found this book, japanese @ once, at value village this week. i’m skeptical of the claim the title makes, but i suppose we’ll see, won’t we? at the very worst, it’s likely to at least turn my nippo-gibberish a bit more believable. and oooh, internet supported, how stylish. though i’m having trouble locating the support on their web page.
hey lookit that, i just briefly glanced at whatever page it fell open to and now i know how to say “home, please.” as in “i don’t understand your culture and society. they are foreign and alien to me. please mister taxicab driver person, kindly help me escape to the sanctuary of my abode.”
i take it that, whenever actually in japan, i’ll be carrying a note with the necessary address written on it for me at all times, of course.
I already speak Hebrew and English fluently and have a
basic very rudimentary comprehension level in French, Spanish, Italian, German, Portuguese. I took Arabic in school for three years thinking I’d need it for my Israeli military service, then promptly forgot almost all of it when I wasn’t drafted. I failed French 101 in college not because I didn’t learn the language but because I was excessively tardy (see my number 2 goal for that.) I even had to study Afrikaans when I lived in South Africa for two months and the only thing I recall is how to properly pronounce “groot”, which really just means I kinda learned Dutch.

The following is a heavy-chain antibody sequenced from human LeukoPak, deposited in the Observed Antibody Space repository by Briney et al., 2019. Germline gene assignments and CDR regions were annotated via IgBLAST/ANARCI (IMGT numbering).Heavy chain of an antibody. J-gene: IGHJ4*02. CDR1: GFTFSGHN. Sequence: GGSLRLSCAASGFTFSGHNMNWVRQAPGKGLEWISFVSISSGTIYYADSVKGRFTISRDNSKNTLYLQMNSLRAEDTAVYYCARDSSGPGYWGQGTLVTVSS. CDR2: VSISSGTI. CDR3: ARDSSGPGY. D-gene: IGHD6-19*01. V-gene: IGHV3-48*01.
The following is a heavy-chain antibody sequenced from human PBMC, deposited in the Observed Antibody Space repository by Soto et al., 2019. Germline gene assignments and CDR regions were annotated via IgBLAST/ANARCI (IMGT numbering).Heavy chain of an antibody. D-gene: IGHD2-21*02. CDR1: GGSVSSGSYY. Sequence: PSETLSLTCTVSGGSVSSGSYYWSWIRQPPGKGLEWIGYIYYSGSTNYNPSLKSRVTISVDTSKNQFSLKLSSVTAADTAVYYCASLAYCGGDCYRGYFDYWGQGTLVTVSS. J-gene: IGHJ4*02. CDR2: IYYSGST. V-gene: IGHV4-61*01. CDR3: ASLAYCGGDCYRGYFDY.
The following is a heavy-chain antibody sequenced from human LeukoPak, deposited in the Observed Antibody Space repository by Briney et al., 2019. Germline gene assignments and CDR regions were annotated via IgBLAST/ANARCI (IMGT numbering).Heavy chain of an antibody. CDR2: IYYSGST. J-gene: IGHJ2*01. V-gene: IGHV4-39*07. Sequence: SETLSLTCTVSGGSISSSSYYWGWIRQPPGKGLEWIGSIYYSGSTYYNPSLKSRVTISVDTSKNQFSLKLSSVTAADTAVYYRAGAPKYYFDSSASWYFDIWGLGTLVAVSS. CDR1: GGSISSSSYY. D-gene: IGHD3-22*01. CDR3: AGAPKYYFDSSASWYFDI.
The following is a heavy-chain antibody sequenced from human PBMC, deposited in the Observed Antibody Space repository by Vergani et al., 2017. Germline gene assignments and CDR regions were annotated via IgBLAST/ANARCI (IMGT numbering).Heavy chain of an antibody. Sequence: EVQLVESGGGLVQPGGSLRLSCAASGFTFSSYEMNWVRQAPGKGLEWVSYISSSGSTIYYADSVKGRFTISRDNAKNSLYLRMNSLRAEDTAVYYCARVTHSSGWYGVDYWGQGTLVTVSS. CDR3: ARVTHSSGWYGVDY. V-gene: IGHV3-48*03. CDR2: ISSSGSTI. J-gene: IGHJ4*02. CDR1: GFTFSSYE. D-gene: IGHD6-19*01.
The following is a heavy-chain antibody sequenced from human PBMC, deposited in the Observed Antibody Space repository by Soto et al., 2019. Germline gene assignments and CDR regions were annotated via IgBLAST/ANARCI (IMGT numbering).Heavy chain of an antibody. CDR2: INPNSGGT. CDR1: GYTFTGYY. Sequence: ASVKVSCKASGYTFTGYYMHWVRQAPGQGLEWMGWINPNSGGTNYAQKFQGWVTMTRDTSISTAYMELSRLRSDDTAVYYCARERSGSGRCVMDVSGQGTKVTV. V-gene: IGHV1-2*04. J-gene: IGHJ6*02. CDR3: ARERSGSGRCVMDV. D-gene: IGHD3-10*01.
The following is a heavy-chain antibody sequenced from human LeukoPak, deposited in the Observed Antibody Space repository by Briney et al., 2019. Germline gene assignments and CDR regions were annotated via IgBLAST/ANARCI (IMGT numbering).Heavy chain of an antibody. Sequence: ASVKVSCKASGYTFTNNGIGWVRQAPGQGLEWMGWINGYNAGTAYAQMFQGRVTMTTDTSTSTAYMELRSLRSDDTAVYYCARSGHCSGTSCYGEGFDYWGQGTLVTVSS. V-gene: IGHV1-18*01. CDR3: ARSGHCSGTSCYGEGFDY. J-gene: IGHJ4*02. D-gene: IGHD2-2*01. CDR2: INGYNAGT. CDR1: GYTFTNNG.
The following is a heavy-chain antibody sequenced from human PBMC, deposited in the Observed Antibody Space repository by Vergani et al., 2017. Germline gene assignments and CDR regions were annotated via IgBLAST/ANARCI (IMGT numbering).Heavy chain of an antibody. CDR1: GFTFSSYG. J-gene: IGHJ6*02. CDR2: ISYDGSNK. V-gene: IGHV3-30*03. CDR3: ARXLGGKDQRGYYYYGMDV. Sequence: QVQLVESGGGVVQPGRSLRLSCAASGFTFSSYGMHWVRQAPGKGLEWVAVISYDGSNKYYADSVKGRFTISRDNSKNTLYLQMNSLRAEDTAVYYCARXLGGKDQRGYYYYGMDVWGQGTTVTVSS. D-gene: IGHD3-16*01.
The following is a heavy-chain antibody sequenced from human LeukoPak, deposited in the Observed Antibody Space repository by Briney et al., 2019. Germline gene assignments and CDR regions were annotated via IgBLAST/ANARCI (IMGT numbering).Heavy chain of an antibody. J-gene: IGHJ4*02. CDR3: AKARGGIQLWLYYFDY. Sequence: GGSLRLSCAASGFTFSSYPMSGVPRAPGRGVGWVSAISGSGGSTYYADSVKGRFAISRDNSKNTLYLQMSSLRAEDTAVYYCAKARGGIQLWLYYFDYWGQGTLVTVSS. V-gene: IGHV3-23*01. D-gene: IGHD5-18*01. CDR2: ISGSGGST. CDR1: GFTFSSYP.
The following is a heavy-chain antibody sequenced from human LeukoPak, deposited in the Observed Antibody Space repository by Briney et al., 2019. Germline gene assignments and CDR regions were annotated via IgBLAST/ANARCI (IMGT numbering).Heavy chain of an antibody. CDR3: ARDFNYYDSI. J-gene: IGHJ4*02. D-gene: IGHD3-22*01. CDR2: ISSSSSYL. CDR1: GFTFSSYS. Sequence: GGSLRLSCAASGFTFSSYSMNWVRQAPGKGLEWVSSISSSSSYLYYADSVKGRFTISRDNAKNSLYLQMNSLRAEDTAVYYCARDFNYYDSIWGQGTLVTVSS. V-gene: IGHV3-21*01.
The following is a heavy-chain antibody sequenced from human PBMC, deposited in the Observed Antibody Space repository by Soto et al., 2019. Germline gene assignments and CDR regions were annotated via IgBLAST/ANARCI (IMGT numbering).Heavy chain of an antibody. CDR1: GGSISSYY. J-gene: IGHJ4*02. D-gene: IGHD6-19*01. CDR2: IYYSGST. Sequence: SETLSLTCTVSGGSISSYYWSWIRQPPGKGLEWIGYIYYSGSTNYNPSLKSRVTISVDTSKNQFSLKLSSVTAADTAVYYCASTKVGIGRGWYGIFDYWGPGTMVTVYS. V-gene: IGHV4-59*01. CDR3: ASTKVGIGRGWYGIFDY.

I’m fascinated by Japanese and speak a rather passable Nippo-Gibberish, meaning I’m able to make completely made up sounds seem like I actually know the langauge.
Other Asian tongues like Chinese (any form) or Korean I tend to find much too funny, so I’m not as out to learn them as much as badly imitate them. Horrible of me, I know.
A hint of Russian wouldn’t hurt. And some Czech, mostly because I wanna spend some serious time in Prague.
Dammit. Which one do I start with?